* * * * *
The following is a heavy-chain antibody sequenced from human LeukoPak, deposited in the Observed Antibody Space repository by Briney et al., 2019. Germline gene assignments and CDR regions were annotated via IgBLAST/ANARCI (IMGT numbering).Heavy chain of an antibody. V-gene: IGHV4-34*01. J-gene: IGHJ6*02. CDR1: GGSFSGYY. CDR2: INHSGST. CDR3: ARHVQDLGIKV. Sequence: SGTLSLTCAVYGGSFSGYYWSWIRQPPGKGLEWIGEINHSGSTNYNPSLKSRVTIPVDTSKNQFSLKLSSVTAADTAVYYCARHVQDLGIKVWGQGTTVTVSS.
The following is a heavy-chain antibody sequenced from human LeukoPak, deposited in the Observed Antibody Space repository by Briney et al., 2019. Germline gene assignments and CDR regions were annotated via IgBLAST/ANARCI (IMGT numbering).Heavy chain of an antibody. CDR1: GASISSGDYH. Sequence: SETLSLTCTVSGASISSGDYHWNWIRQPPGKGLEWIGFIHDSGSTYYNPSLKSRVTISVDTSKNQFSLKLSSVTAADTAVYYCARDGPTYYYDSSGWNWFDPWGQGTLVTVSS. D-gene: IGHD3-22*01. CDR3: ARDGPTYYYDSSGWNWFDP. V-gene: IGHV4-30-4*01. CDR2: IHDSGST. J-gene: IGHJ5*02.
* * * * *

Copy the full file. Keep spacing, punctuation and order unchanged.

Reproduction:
The following is a heavy-chain antibody sequenced from human LeukoPak, deposited in the Observed Antibody Space repository by Briney et al., 2019. Germline gene assignments and CDR regions were annotated via IgBLAST/ANARCI (IMGT numbering).Heavy chain of an antibody. V-gene: IGHV4-34*01. J-gene: IGHJ6*02. CDR1: GGSFSGYY. CDR2: INHSGST. CDR3: ARHVQDLGIKV. Sequence: SGTLSLTCAVYGGSFSGYYWSWIRQPPGKGLEWIGEINHSGSTNYNPSLKSRVTIPVDTSKNQFSLKLSSVTAADTAVYYCARHVQDLGIKVWGQGTTVTVSS.
The following is a heavy-chain antibody sequenced from human LeukoPak, deposited in the Observed Antibody Space repository by Briney et al., 2019. Germline gene assignments and CDR regions were annotated via IgBLAST/ANARCI (IMGT numbering).Heavy chain of an antibody. CDR1: GASISSGDYH. Sequence: SETLSLTCTVSGASISSGDYHWNWIRQPPGKGLEWIGFIHDSGSTYYNPSLKSRVTISVDTSKNQFSLKLSSVTAADTAVYYCARDGPTYYYDSSGWNWFDPWGQGTLVTVSS. D-gene: IGHD3-22*01. CDR3: ARDGPTYYYDSSGWNWFDP. V-gene: IGHV4-30-4*01. CDR2: IHDSGST. J-gene: IGHJ5*02.